subway and taxi / December 16, 2012 at 10:56 am
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Before we all get upset at a $30 fare we need to wait and see what it is ($30 is the highest estimate). $15 would likely be almost as profitable for Metrolinx with the extra riders, and even if they don't quite make as much that just means it takes an extra 5 years or so to turn a profit.

At this point though taking a $3 subway ride to Kipling and then a $27 taxi (an estimate) would be the smart way to get to the airport for a single rider.
JunctionJim / December 16, 2012 at 11:07 am
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I'm still in awe that the Airport link wasn't built as an LRT, what a waste of capital on the part of Metrolinx and the province. Hopefully the new premier and his/her party will push for sensible spending.
Mor / December 16, 2012 at 11:10 am
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U neglected to mention numerous relatively comfortable alternatives by go bus (ie York mills/dal). Please, write responsibly.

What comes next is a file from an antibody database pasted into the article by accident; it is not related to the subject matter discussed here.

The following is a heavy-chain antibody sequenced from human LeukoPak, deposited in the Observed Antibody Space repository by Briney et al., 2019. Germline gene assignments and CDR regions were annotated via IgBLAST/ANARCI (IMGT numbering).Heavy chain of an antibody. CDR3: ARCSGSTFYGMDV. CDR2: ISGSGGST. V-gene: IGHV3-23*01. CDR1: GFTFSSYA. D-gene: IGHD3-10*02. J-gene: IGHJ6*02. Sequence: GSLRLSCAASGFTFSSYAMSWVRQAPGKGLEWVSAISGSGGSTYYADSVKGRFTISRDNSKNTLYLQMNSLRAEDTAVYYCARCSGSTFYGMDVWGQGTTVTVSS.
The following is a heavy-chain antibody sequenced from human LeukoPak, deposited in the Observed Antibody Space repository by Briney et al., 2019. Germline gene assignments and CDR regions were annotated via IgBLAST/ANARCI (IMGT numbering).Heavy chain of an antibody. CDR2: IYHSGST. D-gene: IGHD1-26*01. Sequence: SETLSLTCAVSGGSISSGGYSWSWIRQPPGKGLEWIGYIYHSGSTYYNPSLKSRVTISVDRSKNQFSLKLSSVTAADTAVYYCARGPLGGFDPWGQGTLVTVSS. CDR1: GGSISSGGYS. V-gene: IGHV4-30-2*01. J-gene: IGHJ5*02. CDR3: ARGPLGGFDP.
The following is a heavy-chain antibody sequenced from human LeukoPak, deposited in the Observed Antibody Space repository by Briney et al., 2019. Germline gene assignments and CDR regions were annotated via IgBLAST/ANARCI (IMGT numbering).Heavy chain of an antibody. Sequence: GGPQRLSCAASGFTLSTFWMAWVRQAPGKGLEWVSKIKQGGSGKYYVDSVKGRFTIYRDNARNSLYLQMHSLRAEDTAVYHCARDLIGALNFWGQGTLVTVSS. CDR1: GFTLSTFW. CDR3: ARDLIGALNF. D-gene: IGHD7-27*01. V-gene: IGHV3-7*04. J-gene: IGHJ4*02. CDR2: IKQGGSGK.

moe replying to a comment from Jose / December 16, 2012 at 11:42 am
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You do not know what you're talking about. Try to find friends who have lived in the city or urban planners.
moe replying to a comment from Steven / December 16, 2012 at 11:43 am
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stop living in past.
wow replying to a comment from Steven / December 16, 2012 at 12:05 pm
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that was painful to read, it was like reading the toronto sun, all made up facts and beliefs.
jameson / December 16, 2012 at 12:46 pm
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After looking this up a bit, the Vancouver fare is $5 added to get the airport from the Canada Line...

It would be great to see how you determined 30 dollars. It literally seems like BS that this number is thrown out there
McRib / December 16, 2012 at 02:29 pm